Five keys to getting things done

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We all know people that seem unbelievably productive and we know people who just don’t ever seem to get much done at all. Have you ever wondered what the difference is?

I don’t have all the answers and I am pretty convinced that there is no one secret formula. Some people are ultra-productive because they are very smart. Some have a lot of energy. Some are just very talented.

But assuming you are just an average person like me that is not really blessed with enormous amounts of intelligence, energy or talent, I have some thoughts on how to get things done from my own experience as well as watching highly productive people. It all comes down to these five things in this order.

1) Vision

There are a lot of people who just tread water, trying to survive what life throws at them. Highly productive people are not like that. They know what they are supposed to be doing with their time on earth.

2) Confidence

I know the “power of positive thinking” gurus have sketchy reputations and maybe deservedly so. But I also know this: if you don’t believe you can do something, you almost certainly won’t. Believing in yourself and believing in God’s ability to work through you is a large part of the battle in itself.

That belief has to remain unshakeable even through tough times and failures because those are inevitable. Positive thinking means getting up off the mat time after time believing that the next time will be different.

3) Plan

Highly productive people are about developing and executing plans that align with their vision. They know the things that need to be done and they know the order those things need to be done in. They assign themselves deadlines. In other words, highly productive people are disciplined.

Don’t get me wrong. Those plans do not all look the same. Sometimes, they are ultra organized in sophisticated software. Sometimes, they are just task lists on a yellow pad or Evernote (my favorite). ¬†Sometimes, those plans only exist in a person’s head. It does not matter what the plan looks like. What is important is that there is a plan.

4) Focus

Highly productive people are not necessarily busier than other people. The difference is that they do different things–they do the important things.

I know that reality TV is not really reality but I am sort of addicted to those reality business shows like Shark Tank and The Profit. In The Profit, Marcus Lemonis goes into struggling businesses and attempts to fix them. You always see him do the same thing. He finds what he thinks are the one or two top problems in the business and focuses on solving them. In other words, he is always focused on doing what will make the biggest difference in the statistic that matters most: the profitability of the business.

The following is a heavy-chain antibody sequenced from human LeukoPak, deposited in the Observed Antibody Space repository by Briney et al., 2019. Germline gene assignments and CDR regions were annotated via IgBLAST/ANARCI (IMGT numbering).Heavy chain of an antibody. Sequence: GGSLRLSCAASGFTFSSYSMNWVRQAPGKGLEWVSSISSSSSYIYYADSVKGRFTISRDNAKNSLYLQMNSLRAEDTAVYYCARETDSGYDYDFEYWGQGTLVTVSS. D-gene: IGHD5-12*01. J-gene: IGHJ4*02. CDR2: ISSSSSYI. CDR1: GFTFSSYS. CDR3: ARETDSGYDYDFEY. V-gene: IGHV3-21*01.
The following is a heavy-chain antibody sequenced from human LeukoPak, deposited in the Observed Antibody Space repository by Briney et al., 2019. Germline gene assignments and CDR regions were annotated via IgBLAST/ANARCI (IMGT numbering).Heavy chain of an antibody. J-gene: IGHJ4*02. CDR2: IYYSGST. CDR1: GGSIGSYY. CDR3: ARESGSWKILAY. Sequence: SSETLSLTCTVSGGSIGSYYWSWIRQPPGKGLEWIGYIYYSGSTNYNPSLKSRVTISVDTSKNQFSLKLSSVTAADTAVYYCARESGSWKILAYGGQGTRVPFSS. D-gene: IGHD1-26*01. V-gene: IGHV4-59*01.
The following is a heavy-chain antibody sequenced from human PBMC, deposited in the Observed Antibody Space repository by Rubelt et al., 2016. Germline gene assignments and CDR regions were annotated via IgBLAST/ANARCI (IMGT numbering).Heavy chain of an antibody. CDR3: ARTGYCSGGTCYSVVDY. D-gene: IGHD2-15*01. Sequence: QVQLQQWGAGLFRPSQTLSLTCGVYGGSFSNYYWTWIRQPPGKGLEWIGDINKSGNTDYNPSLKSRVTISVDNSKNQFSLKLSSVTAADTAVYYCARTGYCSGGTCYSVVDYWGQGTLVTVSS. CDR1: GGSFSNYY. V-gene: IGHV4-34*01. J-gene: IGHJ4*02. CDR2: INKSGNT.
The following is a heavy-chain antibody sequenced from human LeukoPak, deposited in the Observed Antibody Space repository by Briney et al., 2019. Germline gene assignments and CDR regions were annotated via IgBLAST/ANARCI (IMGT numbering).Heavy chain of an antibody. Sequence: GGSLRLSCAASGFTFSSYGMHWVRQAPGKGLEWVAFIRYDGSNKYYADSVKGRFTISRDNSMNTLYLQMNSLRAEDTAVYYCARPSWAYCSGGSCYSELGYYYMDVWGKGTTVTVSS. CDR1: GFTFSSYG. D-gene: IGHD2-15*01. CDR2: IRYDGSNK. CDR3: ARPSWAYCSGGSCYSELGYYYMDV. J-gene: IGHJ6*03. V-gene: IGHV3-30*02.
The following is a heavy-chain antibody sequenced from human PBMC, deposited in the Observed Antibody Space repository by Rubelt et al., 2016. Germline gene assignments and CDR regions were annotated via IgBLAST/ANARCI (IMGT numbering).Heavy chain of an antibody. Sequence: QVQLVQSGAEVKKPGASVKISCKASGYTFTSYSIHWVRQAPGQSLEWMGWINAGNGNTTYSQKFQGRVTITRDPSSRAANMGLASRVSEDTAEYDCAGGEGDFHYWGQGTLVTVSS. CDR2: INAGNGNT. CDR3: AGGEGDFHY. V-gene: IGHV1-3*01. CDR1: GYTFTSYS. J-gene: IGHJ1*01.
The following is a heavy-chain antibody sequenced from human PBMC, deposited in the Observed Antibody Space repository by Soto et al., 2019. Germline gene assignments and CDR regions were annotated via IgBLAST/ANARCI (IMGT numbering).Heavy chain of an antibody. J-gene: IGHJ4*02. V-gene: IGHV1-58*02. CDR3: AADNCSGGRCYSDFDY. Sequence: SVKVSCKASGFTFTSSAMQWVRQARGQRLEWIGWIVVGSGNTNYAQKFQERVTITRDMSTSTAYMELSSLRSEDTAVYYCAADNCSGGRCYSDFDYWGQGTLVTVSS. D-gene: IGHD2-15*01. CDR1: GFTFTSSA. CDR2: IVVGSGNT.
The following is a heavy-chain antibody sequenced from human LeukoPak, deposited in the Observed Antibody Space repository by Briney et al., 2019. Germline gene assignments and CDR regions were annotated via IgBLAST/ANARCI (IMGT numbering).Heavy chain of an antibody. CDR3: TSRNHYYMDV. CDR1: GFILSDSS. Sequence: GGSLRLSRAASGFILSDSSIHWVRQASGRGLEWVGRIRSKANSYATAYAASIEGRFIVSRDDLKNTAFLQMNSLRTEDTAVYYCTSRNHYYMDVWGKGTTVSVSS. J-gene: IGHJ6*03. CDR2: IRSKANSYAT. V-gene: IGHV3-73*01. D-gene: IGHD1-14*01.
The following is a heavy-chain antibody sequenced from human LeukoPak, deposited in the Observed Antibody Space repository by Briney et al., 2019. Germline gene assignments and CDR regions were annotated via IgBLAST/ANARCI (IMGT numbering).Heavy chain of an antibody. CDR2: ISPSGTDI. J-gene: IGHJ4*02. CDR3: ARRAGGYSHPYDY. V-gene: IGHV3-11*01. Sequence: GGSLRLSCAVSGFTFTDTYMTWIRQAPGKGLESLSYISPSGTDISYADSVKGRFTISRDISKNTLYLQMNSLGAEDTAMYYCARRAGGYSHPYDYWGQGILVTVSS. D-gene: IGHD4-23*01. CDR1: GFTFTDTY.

Businesses get into problems because their owners don’t think like Lemonis. They spend time on things that don’t matter like letterhead and business cards when they should be focused on selling something. Their problem is not their lack of dedication or discipline; their problem is misplaced focus.

When you decide what to do with your day, you always need to know what tasks will make the biggest difference in the long run. Here is a perspective that I have that I want to share with you. Every day, when the day is over, I want to be able to point to things that I did that day that were not just about treading water but were rather about moving forward in executing my plans that align with my vision.

My day’s task list is not ultra organized. It is just a list of tasks in Evernote. They are grouped into two categories: the important things that are plan-related and the other things that just have to get done to tread water. My goal every day is to cross off at least one important task from the first category and at least three of the easiest/quickest tasks from either category.

5) Sacrifice

There is a downside to being highly productive. Look at any highly productive person and you will see that downside. They have to sacrifice things because they know that being focused on the right things means they have to give up other things. Sometimes, those other things are good things; they are just not the most important things.

I wish I could tell you it was different but it isn’t. Highly productive people are not the ones that seem to have lots of free time. They are not the ones that chat at the water cooler very much. They are not trying to work while carrying on texting conversations with six friends. They say no when you ask them to play golf.

There are dangers to this of course: imbalance and a shallow life that comes from a focus on accomplishment rather than other rich things in life such as relationships. So watch out for that. But sacrifice is not a bad thing in itself; in fact, it is a necessary thing if you want to be productive.

So there are my five big things you need to become more productive. No fancy systems or software are necessary. You don’t have to pay self help gurus either. Just work on making sure your mindset is right. That is where it all starts.